European imperial nations did actually bring elements of advanced civilization to the peoples at the lower stage of development: these included modern education, administrative and judiciary skills, modern economic relationships, civil infrastructure, etc., but all this was accompanied by arrogant attitude towards indigenous cultures and numerous injustices committed to establish and defend imperial dominance.

This is why the European imperialism proved unacceptable for the conquered peoples, which led to dismantling of imperial system by the 1960s. It must be noted, however, that in their fight against European imperialism, leaders of local liberation movements relied on those liberal ideas which they adopted from Europeans. Equality of all people, ideals of national freedom (in other words, nationalism), unacceptability of oppression and exploitation – all these are the ideas that developed within the European liberalism and introduced by European nations into their colonies. Thus, while in the history of European liberalism the liberal ideas were sometimes used to justify traditional imperial projects, at the end of the day imperial projects proved incompatible with the liberal values. The very essence of liberal values cannot tolerate the spread of these values by force. That is why the imperialism, as a doctrine of conquest of weaker nations, is flatly rejected today wherever the liberal worldview dominates.

If this is the case, let’s ask a question: how can the widespread recognition of liberal ideas and institutions in the modern world be explained?Why is it much more influential than any other worldview (for instance, communism, radical Islam, etc.)?

Clearly, we may say that liberal values: liberty, equality, rule of law, etc., are attractive to many people. However, opponents of liberalism (for instance, communists or supporters of the global caliphate) may not agree with this:they are attracted by other ideas. However, it is difficult to deny the fact that a political and economic order which is based on liberal principles provides people with better life than any other political system. No one has proposed any better alternative so far.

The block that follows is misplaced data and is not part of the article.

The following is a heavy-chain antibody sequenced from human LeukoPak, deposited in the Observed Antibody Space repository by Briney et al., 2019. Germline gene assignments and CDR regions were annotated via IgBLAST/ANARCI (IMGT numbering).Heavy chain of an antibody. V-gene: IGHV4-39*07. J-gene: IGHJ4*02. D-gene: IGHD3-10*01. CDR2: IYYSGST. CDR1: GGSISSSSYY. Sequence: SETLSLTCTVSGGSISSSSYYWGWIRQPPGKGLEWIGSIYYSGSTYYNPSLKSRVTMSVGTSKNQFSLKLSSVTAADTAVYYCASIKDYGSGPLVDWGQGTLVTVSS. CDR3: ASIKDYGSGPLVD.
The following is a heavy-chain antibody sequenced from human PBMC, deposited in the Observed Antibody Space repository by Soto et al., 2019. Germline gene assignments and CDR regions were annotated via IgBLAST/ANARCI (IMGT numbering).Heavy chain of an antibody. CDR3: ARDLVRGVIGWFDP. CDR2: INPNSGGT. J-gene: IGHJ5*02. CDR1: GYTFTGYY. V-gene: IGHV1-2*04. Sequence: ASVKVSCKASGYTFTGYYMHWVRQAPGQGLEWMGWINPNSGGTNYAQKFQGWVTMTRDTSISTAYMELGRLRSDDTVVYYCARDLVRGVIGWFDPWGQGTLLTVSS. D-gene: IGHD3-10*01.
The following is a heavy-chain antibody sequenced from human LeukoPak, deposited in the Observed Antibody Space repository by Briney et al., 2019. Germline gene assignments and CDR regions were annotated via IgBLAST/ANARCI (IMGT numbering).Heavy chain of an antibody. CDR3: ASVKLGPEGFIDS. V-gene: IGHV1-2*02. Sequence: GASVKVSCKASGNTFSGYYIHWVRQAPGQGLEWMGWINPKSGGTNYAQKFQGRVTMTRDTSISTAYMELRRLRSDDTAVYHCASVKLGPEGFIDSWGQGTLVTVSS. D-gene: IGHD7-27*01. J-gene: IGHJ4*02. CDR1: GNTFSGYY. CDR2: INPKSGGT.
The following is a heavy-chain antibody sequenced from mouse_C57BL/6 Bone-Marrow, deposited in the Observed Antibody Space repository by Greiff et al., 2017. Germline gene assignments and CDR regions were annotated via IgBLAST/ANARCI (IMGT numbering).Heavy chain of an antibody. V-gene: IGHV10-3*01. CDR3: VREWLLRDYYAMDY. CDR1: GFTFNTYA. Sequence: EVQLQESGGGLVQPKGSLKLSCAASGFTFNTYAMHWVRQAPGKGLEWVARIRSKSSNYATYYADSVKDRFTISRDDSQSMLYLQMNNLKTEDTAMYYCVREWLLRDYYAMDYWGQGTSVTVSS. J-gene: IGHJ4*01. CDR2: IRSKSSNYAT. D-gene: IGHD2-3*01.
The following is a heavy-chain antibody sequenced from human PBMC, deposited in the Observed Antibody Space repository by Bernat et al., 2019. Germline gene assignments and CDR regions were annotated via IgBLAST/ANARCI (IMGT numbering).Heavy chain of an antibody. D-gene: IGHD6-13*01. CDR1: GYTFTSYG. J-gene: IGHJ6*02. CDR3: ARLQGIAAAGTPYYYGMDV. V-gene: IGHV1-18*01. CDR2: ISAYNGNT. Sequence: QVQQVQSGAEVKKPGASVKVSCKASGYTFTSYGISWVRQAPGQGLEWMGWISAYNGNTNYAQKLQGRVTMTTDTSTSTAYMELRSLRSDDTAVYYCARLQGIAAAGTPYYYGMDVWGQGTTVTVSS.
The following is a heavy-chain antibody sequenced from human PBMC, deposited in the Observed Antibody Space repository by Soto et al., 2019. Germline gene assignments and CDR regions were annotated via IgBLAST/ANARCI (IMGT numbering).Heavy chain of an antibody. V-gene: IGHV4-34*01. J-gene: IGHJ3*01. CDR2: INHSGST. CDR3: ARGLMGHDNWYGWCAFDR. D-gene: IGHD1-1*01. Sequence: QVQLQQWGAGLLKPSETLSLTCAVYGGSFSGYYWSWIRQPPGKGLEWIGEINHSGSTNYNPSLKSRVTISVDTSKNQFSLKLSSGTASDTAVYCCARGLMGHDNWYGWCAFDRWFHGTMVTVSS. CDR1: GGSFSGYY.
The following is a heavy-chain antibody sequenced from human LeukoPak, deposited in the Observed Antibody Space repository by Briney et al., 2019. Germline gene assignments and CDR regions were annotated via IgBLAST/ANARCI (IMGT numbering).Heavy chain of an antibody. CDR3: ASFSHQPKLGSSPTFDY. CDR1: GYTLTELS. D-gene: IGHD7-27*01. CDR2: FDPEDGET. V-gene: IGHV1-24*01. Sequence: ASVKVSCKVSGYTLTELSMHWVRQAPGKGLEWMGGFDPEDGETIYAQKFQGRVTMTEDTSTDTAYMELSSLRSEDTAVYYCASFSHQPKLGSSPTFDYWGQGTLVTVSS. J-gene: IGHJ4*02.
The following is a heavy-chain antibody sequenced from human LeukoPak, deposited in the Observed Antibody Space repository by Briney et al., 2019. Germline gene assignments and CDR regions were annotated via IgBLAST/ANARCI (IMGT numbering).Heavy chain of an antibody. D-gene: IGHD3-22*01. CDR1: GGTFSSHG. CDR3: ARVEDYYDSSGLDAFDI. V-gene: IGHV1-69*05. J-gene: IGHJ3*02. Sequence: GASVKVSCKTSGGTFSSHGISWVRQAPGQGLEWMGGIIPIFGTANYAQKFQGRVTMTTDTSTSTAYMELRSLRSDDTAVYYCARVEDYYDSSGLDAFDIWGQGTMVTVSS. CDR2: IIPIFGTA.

As has been already noted, liberal ideas and corresponding political institutions were first formed in the West (more specifically, in north-western Europe and North America). It is precisely owing to that that this geographic area saw a tremendous advancement as compared to other parts of the world. While the life in the 16th century Europe was not better than the life, say, in China, India, or the Ottoman Empire, by the 19th century the European civilization was much more advanced than the rest of the world in terms of political, military, economic and cultural development as well as living standards of ordinary people. This success resulted from the implementation of liberal values (with higher or lower quality, to be sure): giving freedom to individual’s creative potential, reining in the arbitrariness of government with the requirements of rule of law, consistent protection of private property, etc.